Photo from here

We visit a lot of museums when we travel, and we particularly love museums whose architecture is as much of a draw as the art itself. Which museums do you love to visit?

All photos by LMB except the last one.

The final frontier

At some point earlier this year, I set a new goal. It didn't go on the Bossy List, or even get spoken out loud much, but I decided to become…a person who eats everything. Of course there are some foods I like better than others; I'm sure that will always be true. But I aspire to be someone who will happily eat anything set in front of her. I was a mildly picky eater as a child, and certain childhood dislikes got carried into adulthood. Namely mushrooms, olives, coffee, and pickles.

My aversions to mushrooms and coffee were eradicated in Vienna, and I am now an eager consumer of both.

I ate olives a few times in the UK this summer and decided they might be one of my favorite foods. Now I always have some on hand to snack on.

I was holding out on pickles, though. I nibbled a very tiny cornichon in Bayreuth this summer and conceded it maybe wasn't the worst thing I'd ever tasted, but certainly nothing I needed to make a habit of.

Then last week I went to a great German restaurant in the city and the waitress recommended the "Dr. Atkins Diet Platter" as I'm staying away from most processed carbs (trying to lose the pastry weight I gained in Europe this summer—the downfall of being someone who eats everything).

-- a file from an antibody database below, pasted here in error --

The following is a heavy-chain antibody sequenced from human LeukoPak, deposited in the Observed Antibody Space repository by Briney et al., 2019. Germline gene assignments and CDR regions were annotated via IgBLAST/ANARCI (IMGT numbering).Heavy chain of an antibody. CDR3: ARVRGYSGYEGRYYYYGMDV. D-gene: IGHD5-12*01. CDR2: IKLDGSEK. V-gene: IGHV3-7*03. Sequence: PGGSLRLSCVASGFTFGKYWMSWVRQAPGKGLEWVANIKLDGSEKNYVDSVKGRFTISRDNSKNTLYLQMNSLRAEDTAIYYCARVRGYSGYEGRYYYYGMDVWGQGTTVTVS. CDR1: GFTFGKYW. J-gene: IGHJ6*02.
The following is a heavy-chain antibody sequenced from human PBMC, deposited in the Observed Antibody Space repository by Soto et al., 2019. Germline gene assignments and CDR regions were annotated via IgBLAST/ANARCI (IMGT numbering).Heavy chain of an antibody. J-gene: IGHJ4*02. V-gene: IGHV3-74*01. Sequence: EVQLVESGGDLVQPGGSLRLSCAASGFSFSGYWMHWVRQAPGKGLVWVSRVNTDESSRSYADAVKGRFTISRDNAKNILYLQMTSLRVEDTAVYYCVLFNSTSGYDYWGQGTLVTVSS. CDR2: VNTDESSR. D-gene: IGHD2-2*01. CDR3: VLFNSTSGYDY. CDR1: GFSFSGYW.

First of all, should you ever find yourself at Hallo Berlin, this is DEFINITELY what you should order, despite the ridiculous name. But look what's in the upper left corner? Pickles!

I ate them both, and liked it. So there you go.

Does this mean I'm a grown-up now?

Long-distance marriage: how we make it work

Long-distance relationships are such a fact of life in our business that I sometimes forget that not everybody lives like this. Lots of married couples get to wake up together every day, eat dinner together after work, and fall asleep watching late night TV. Together. That's not really our life.

We had 2 amazing uninterrupted months together this summer, and I think I got spoiled. Now here I am staring down the barrel of a CRAZY year (no fewer than 3 separate friends have told me they felt tired when I told them my schedule for the season), and I'm trying to remember how to do this long-distance thing again.

I certainly wouldn't claim to be any expert on the subject. We've been spending roughly half the year apart for almost 4 years now, and it's still really difficult to navigate. At the moment I'm having a hard time transitioning, so I thought it might help to write down how we make it work during the best of times.

We keep in contact A LOT.